With warmer weather, are your thoughts turning to outdoor entertaining and living? With a clever design, adding a new decking area can create an attractive and practical space for entertaining and relaxing that will add value to your property, create indoor-outdoor flow and maximise your floor area.
Whether you are installing new decking as an extension from indoor living spaces, surrounding your spa or pool area, or as an entrance way to your home, there are many things to consider when selecting a material. There are so many material options available that it can be challenging to know what to choose! Considerations will include budget, environment, ongoing maintenance, where your deck is positioned and how you will use it.
1. Timber decking
Timeless classics, locally grown pine and macrocarpa are top choices and the most cost-effective option in decking materials. Sustainably grown, they have less impact on the environment, and with annual maintenance, these decks maintain tip-top condition. Cleaning down your deck with an appropriate deck cleaning solution and re-staining will mean your deck lasts longer.
Other timber options include hardwoods such as Kwila, Garapa, Garrah, and Purple Heart, which are much stronger than pine, and less likely to warp over time. Kwila is one of the best performing hardwoods for New Zealand conditions. Hardwoods are generally much more expensive than softwoods and are also less sustainable. Like softwoods, annual maintenance will ensure you get a long-lasting deck. Use a stiff brush and deck cleaning solution to clean away the buildup of dirt and natural resins that have leached. Re-oiling your deck will help protect the timber and bring out its natural colour and beauty.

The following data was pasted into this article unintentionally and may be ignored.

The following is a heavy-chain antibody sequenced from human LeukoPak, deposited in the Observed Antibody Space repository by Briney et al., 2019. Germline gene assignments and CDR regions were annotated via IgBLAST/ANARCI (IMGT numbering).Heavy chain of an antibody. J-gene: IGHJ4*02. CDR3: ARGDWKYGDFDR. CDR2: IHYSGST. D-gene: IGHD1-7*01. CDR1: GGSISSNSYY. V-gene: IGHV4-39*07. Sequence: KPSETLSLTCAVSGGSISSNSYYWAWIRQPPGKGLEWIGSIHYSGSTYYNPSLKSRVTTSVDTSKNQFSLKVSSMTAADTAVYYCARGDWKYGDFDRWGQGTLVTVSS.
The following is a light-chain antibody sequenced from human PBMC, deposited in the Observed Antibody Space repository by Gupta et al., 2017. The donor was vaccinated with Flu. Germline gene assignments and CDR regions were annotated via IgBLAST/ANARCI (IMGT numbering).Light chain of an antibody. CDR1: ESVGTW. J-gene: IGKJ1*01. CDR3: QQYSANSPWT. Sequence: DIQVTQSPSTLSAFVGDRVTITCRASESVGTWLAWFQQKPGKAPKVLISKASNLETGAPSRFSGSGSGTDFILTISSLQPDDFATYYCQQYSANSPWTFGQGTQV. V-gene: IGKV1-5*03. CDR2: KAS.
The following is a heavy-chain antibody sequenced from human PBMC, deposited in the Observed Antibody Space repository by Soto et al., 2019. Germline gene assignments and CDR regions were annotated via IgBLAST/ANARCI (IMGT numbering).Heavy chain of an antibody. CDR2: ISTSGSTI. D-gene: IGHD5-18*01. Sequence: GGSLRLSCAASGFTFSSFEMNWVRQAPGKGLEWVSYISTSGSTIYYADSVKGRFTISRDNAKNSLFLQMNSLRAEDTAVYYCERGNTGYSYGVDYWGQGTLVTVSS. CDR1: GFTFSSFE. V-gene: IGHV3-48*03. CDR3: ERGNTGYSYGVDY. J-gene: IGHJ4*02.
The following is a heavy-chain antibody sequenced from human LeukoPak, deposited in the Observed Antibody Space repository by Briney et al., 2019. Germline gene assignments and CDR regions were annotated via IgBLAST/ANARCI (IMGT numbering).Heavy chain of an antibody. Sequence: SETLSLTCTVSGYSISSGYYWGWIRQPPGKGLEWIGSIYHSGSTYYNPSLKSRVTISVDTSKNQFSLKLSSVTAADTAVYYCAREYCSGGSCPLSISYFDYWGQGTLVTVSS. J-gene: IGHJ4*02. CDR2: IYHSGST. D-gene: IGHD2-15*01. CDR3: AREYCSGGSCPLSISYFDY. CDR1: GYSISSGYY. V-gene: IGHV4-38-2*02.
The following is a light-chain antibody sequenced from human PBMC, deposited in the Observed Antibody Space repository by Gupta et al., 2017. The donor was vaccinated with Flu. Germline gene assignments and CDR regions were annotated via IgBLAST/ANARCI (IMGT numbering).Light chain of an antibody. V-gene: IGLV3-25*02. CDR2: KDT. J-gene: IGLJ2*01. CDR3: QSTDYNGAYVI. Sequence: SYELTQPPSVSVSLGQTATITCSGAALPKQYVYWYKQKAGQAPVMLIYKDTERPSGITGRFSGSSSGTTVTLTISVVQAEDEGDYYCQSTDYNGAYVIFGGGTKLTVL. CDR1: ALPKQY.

2. Composite decking
Composite decking has recently gained popularity as the technology has ensured it has become more resistant to the damage caused by high UV levels in New Zealand. Made with recycled wood and recycled plastic, it provides a natural-looking product that is virtually maintenance-free, requiring no regular staining or oiling. Composite decking is available in various colours, meaning you can better select a product to blend with your building and surroundings. Composite decking is more expensive than using natural timber; however, coupled with its longevity, it is still a reasonably cost-effective option in the long term. Watch your feet though; in comparison to timber decking the surface of composite decking can heat up in hot weather, causing discomfort if walking on it in bare feet.
Bamboo is a newcomer to the decking market and not as readily sourced as timber or composites. It has gained popularity due to being one of the most renewable plant sources on the market. Bamboo reaches maturity in as little as five years, with the wood being harvested repeatedly from the same plant. It becomes a durable decking material and, like composite decking, has little to no need for ongoing maintenance.
With the addition of seating and strategically placed lighting, a cleverly designed deck will create an addition to your home living spaces, creating an ‘outdoor room’. Building a pergola or louvre system above your deck will keep you sheltered from the sun and rain, meaning you can entertain in all weathers. The addition of oriental trellis panelling or carefully selected plants will add privacy and shelter from prevailing winds.